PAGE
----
The Williams family has considerable influence in the area according to several residents, and Williams is a member of a committee generally tasked with evaluating construction permits according to local zoning laws before they are approved (or denied) by the county planner. He did not respond to an emailed question asking whether he recused himself from any discussions that occurred related to these projects.
In February 2020, the county planner approved a permit for the 19-house chicken facility in Old Fields, but County Commissioner Harold Michael didn’t learn about it until May, when he read a story about the construction in the local paper. “Here I am, the president of the County Commission, and I had no clue that there was even an application submitted or approved,” said Michael, whose term on the Commission has since ended. “Frankly, I was beyond agitated.”
Michael found out about the permit for the second site shortly after, once it was too late for him to do anything about either one. Meanwhile, in February, residents of the subdivision overlooking the first site in Old Fields watched as the first trucks rolled up to begin construction.
Steve Pendleton, whose home is about a half a mile from the site, launched the Concerned Citizens of Hardy County—which now has 200 members on Facebook—and reached out to SRAP. Since then, Pendleton and his group of local residents have been communicating and organizing on social media, where many have expressed being blindsided by the development. They began attending Hardy County Commission meetings and enlisted outside experts to help articulate their objections.
Pendleton moved to Moorefield in 2006 to retire in a place known for its natural beauty, and he is worried about how the operation will affect the value of his and his neighbors’ homes. He’s also concerned about odors and bright lights that dim the starry sky. But “health is the utmost concern,” he said.
Large chicken CAFOs accumulate large amounts waste. It releases ammonia and particulate matter, air pollutants that are circulated out of the barns using large fans. Both are associated with adverse health outcomes, but many factors impact whether the contaminants reach and affect residents. Some studies have shown higher risks of certain respiratory issues in areas where poultry CAFOs are concentrated. The waste can also contaminate waterways and groundwater during handling, leading to pathogens like salmonella and campylobacter in drinking water.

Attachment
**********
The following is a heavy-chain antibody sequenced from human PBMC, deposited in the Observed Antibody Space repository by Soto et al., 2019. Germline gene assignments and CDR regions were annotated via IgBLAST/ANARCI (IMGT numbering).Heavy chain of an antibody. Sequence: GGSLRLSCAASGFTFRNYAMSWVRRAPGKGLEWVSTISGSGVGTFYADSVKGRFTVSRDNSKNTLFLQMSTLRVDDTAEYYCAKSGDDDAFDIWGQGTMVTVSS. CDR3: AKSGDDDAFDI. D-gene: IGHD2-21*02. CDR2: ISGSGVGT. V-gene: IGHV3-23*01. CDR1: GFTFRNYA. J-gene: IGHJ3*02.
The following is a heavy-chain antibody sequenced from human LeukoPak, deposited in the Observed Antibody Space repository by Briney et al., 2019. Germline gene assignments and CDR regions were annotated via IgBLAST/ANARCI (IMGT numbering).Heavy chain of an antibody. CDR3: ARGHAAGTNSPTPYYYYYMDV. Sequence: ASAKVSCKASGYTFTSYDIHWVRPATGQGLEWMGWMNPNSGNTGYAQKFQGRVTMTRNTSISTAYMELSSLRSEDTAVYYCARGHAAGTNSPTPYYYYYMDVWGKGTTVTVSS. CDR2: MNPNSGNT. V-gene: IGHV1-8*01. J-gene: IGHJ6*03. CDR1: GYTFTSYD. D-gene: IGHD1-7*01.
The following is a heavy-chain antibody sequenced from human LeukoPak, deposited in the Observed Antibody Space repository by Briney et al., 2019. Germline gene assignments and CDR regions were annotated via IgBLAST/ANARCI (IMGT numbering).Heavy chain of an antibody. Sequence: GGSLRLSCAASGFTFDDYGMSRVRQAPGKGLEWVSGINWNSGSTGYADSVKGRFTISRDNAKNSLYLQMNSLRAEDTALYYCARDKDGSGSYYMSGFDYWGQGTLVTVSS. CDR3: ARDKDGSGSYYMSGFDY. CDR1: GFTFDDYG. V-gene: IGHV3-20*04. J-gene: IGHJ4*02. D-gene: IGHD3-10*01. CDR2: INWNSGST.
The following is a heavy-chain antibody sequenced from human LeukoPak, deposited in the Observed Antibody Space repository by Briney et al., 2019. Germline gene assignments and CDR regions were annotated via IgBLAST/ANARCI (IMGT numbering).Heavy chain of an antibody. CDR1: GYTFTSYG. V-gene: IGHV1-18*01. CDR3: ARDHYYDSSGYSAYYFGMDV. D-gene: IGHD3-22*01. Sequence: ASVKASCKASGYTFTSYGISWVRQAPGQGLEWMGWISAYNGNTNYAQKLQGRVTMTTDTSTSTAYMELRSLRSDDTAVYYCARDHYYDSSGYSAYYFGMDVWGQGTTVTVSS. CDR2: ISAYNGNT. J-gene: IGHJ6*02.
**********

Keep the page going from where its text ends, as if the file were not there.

In January, researchers at the Johns Hopkins Center for a Livable Future sent Lee Lehman, the current president of the Hardy County Planning Commission, a letter outlining some of those risks. “We believe that expanding poultry operations in Hardy County will create similar hazards as those observed on the Eastern Shore of Maryland, marked by an increase of contaminants and risks to soil, air, ground, and surface water quality and the health of Hardy County residents,” they wrote.
Walls, the riverkeeper, is concerned about water pollution, since any manure that gets into runoff from the two poultry complexes will likely end up in Anderson Run, a stream that is already listed as “impaired” due to fecal coliform bacteria (which comes from animal and human waste) by the WVDEP. Last October, Walls sent the agency a letter, noting that the sites do not have NPDES permits to discharge waste. (Williams did get stormwater discharge permits that apply to the construction of the CAFOs.)
“The scary part is that you have this 19-house operation without an NPDES permit. There’s no nutrient management plan that we’re aware of . . . and we’re worried that that’s going to set a precedent,” Walls said. “If Pilgrim’s Pride wants to develop more of these mega CAFOs and they know that they don’t have to have NDPES permits throughout the state, they could just go gangbusters.”
A representative from WVDEP told Civil Eats he would look into questions about permits for these sites and CAFOs throughout the state, but did not respond to subsequent emails.
“When I first heard about this, I thought there’s no way the state DEP or the EPA would approve such a concentration of houses with that many birds,” said Michael. Now, given the lack of environmental regulation, residents are looking to local zoning policy to halt the spread of the largest livestock operations.